A lot of discussion is being made about the attack on Fort Hood, where a psychiatrist went amok and decided to kill his fellow soldiers.
Here in the Philippines, we sometimes see a quiet guy suddenly go “amok” and machete his relatives or superiors. Usually people can’t understand it, but actually everyone figures he had finally broken under the strain of life in a culture where smiling and getting along with others is the rule, and went crazy.
So when I heard about the attack, I wondered: Was this related to his Palestinian background, his Muslim religion, or was his extreme religiosity a way of coping with personal problems, and made him vulnerable to those who preach hatred?
I suspect it was the latter.
This was a guy who didn’t just join the Army, but joined after High school and worked his way up to being a physician. Yes, I suspect part of his being chosen may have been influenced by quotas and affirmative action, but you still have to be able to pass the examinations.
But why did he chose psychiatry? Some people chose it because of interest; many women chose the specialty because it allows them to raise a family and work part time. But others become psychiatrists because they want to learn about their own psychic problems. This is not necessarily bad (writer Walker Percy comes to mind) but it is something that needs to be kept in mind.
His failure to find a wife–and reports of his description of the “perfect woman” that he wanted to marry–brings up other questions of psychological problems.
Another strange choice was that he chose to work with substance abuse. The papers all assume the work is with soldiers with Post Traumatic Stress syndrome,or that working with soldiers gave him post traumatic stress syndrome.
This ignores reality. In Psychiatry, you see a lot of people scarred by trauma: some stories of childhood abuse are unbelievable and worse than any soldier’s situation.
My question is why would a Muslim physician who is overly pious work with infidels who abuse alcohol, a substance that is forbidden in Islam?
Finally, there is a question: exactly when did his excessive religiosity start?
One really wants to know how this soldier made it through eight years of school plus four years of residency without anyone noticing…or maybe they did notice, but it was overlooked because of political correctness.
NPR has an interesting interview from someone who knows stuff about the shooter’s time at Walter Reed:
ZWERDLING: I want to add something else about Hasan at Walter Reed. The psychiatrist I talked to today said that he was the kind of guy who the staff actually stood around in the hallway, saying: Do you think he’s a terrorist, or is he just weird?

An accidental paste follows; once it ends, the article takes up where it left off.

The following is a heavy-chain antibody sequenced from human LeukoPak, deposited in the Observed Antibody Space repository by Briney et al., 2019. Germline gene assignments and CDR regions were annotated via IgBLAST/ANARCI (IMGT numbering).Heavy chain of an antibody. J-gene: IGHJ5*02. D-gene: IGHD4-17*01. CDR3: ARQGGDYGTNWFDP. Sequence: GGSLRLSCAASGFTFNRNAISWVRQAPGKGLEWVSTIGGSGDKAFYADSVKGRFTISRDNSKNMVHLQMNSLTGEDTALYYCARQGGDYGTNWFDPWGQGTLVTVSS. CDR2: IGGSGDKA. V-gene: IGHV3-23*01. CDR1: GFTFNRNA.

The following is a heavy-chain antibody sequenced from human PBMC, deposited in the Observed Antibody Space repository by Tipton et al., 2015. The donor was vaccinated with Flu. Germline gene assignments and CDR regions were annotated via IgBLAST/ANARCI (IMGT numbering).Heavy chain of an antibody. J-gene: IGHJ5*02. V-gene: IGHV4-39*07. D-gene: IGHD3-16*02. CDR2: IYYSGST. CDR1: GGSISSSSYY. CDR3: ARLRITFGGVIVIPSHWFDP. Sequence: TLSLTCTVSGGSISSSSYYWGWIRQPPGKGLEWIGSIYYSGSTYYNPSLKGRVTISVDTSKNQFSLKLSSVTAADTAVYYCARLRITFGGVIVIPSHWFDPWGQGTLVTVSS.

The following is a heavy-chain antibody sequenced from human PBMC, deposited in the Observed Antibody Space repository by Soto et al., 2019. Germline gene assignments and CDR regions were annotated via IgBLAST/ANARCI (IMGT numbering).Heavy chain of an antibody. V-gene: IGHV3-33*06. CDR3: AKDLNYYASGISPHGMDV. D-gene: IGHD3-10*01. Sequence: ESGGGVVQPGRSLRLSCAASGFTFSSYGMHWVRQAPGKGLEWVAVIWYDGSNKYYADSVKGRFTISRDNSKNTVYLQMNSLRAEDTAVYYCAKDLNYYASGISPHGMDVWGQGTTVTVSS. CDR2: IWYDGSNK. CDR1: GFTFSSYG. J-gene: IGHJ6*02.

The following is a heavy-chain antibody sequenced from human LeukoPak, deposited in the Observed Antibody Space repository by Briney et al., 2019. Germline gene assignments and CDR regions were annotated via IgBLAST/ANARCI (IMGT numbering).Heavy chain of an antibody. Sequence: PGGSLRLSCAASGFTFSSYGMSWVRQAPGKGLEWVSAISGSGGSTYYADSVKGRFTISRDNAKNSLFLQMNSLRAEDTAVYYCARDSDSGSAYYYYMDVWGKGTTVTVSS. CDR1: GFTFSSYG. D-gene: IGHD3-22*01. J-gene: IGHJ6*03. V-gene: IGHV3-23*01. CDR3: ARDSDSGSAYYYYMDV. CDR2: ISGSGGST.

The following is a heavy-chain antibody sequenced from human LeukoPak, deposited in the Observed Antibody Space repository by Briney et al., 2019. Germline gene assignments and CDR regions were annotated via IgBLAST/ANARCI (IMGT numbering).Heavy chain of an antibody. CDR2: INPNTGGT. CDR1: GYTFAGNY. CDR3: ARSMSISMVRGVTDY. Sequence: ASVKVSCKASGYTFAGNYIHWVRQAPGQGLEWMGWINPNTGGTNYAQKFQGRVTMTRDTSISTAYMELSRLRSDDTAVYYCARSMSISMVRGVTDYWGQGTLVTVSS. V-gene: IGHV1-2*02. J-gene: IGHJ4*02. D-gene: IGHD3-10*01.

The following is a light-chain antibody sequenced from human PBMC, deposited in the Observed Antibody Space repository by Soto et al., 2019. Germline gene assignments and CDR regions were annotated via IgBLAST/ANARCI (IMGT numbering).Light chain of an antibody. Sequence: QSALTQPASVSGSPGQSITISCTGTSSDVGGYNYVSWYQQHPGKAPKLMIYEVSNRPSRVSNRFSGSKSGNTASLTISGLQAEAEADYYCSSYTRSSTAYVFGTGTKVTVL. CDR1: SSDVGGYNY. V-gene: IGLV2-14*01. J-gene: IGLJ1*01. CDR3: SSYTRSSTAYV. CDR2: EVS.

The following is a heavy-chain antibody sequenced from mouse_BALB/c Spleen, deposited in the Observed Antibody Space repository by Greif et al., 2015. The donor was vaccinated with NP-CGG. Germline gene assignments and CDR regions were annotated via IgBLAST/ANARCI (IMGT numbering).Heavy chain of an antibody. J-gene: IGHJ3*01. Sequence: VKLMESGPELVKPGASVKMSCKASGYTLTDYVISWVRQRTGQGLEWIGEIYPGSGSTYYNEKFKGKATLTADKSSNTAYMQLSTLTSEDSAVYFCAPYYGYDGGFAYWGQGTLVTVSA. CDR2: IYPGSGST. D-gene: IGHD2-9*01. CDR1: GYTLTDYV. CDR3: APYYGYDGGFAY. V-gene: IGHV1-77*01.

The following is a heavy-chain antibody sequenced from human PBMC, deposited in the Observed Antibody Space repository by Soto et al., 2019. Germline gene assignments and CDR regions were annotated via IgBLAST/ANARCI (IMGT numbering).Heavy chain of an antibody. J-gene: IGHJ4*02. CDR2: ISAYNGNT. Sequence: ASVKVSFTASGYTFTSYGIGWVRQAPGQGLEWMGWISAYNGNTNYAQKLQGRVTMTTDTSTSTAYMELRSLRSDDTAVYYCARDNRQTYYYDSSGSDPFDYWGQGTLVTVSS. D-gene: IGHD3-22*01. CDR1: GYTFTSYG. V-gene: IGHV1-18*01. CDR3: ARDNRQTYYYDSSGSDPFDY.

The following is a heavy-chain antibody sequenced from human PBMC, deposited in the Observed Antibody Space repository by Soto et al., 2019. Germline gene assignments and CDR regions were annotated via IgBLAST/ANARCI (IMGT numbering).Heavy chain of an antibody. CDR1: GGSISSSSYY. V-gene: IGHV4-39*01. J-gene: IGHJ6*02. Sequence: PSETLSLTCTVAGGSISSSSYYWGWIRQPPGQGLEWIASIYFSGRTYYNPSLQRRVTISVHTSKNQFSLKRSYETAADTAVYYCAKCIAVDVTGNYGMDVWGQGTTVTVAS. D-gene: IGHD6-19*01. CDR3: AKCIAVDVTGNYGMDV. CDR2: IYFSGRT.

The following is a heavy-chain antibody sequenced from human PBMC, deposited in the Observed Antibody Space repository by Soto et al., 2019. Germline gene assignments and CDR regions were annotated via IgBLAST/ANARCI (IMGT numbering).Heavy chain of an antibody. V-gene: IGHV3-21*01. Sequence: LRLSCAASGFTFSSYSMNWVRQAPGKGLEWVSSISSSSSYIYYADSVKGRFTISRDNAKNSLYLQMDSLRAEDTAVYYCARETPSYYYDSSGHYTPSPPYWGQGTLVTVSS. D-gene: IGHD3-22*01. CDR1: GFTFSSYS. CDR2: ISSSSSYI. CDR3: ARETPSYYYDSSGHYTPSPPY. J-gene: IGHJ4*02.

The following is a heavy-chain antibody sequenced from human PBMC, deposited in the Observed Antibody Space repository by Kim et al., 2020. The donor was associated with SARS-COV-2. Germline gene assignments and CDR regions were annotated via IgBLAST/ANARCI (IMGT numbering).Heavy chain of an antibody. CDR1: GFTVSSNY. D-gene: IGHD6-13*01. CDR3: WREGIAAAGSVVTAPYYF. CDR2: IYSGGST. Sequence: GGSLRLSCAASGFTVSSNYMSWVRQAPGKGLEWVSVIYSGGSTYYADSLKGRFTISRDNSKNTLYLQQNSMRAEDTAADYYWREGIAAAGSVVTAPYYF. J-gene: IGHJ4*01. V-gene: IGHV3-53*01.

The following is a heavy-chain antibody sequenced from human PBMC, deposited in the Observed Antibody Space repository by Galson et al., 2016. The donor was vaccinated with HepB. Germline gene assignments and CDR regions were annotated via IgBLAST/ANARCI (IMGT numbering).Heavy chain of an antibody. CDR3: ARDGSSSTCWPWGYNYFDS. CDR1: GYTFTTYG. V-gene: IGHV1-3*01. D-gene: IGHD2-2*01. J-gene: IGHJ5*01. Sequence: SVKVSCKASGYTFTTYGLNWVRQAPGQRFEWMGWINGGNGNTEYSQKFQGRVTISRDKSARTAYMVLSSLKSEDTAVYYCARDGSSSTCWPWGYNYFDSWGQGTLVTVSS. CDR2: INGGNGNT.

and notice that when he gave a “lecture” on the Koran, it was another Muslim doc who told him he had things wrong…
Hasan apparently gave a long lecture on the Koran and talked about how if you don’t believe, you are condemned to hell. Your head is cut off. You’re set on fire. Burning oil is burned down your throat…
And I said to the psychiatrist, but this could be a very interesting informational session, right? Where he’s educating everybody about the Koran. He said but what disturbed everybody was that Hasan seemed to believe these things. And actually, a Muslim in the audience, a psychiatrist, raised his hand and said, excuse me. But I’m a Muslim and I do not believe these things in the Koran, and then I don’t believe what you say the Koran says. And then Hasan didn’t say, well, I’m just giving you one point of view. He basically just stared the guy down.
All of this was echoed by one of the local kids who knew him at his Texas mosque:
â€œHe said he should quit the Army,â€ Mr. Reasoner said. â€œIn the Koran, youâ€™re not supposed to have alliances with Jews or Christian or others, and if you are killed in the military fighting against Muslims, you will go to hell.â€
None of this is routine in Islam. Heck, even in strict Saudi Arabia, they have alliances with Christians, and the Saudis are right now fighting “Muslim jihadis” in Yemen.
So where did these ideas come from? Was it via the radical Arab media? Or on conspiracy/jihadi sites on the internet? Or did he hear them in one of hisÂ mosques?
From military analyst Ralph Peters:
Al Qaeda was merely the instrument of 9/11. Saudi bigotry, fanaticism and hate-mongering fostered it. Saudi funding made those attacks possible. And Saudi money continues to spread hatred wherever there’s a Muslim community.
This is what needs to be looked into by the FBI: a “conspiracy” to radicalize mosques.
Yet, one wonders why no intervention was done when the perpetrator’s rants were posted on the internet. True, there is freedom of speech in the US: But under Army regulations, there is no such thing as “freedom of speech”, and he could have lost his job and his commission for such writings. And if those working with him were aware of the problem, why wasn’t this problem addressed?
Again, one suspects political correctness as part of the problem.
As for the “jihadi” aspect:
If one wants to start trouble, one finds a person with a certain mental problem and aims them, and waits for them to go off.
But hate speech alone is enough to “set off” an unstable person.
Indeed, that is one of the lessons that had to be learned by the mainly peaceful anti abortion movement: That using overly inflammatory speech leads to violence, not by the majority, who reject that type of rhetoric, but by the mentally unstable who are vulnerable, and who become paranoid and project their psychological problems onto others.
So in my opinion, the attack was indeed more an “amok” attack than a jihad.
But I suspect the causes of the attack have more to do with his own problems making him vulnerable to the cult like jihadi propaganda that is poisoning the Arab world with hate speech than with Islam per se.
Nancy Reyes is a retired physician living in the rural Philippines. Her website is Finest Kind Clinic and Fishmarket.